AbstractThis paper discusses the status of "history" in Eliade. Instead of reiterating the classic accusation that Eliade denies the idea of history, I want to bring some more nuance to the arguments of and against Eliade. History is an idea that may cover anything from the mere collection of empirical data up to existentialism.
The best way to bring clarity in Eliade's ideas on history is by conceptualizing the term that has and still creates so much confusion. To use the seemingly obvious term "history" to establish the presence or absence of the idea of "history" is wrong. Instead, I would suggest that we address the issue in terms of the concept of "historicism."
First, as a historian of religion Eliade does not reject history as do yogins or shamans. What he rejects is a specific way of conceiving the historical character of religion. "Historicism" in this context means the belief not only in the irreversibility of the process of history but also in the irreversibility of events. To say that an event is irreversible means that the event means only what it means at the time it occurs. There is no way in which past events (or persons) could be rendered present afterwards.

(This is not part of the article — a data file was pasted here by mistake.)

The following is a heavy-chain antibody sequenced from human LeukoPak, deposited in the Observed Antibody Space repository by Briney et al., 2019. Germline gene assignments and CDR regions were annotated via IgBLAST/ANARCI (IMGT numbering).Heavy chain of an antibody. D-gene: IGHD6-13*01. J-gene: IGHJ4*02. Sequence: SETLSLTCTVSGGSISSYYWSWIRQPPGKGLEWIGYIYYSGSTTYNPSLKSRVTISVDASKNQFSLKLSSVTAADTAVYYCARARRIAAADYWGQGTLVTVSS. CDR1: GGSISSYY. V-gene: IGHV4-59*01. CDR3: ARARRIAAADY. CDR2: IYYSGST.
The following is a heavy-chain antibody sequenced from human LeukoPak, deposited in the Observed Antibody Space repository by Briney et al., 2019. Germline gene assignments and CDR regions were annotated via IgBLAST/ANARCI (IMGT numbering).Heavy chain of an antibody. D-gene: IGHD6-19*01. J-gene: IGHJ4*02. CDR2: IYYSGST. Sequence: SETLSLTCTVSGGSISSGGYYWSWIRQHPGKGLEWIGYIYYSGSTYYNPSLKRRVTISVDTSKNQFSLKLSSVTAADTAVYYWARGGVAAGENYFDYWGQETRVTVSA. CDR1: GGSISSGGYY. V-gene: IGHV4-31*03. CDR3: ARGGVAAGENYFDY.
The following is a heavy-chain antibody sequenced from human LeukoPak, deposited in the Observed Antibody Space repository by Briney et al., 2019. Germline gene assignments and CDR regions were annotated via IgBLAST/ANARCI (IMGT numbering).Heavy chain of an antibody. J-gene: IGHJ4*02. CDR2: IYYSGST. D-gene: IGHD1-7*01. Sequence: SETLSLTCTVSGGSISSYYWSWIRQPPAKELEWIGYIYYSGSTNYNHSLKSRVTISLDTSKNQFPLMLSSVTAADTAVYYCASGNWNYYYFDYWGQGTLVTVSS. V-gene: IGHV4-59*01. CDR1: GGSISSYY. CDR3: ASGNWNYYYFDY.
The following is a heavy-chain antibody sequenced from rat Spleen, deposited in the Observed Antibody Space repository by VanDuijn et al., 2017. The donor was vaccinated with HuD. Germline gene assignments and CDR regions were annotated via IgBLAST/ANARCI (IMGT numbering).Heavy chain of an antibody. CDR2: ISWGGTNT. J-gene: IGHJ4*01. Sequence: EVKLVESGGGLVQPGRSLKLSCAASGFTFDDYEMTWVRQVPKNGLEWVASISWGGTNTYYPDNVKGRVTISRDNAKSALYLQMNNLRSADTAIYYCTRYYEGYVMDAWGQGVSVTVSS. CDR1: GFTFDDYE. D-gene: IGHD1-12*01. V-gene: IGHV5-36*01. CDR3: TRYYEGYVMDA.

Secondly, I shall confront Eliade with the Italian form of historicism (storicismo). This is an entirely different kind of historicism although it has often been equated with other kinds of historicism and although it usually occurs in a somewhat diluted form. The historicism of the father of storicismo, Benedetto Croce, moves the discussion with Eliade on history to the most fundamental level, to a genuinely philosophical level.
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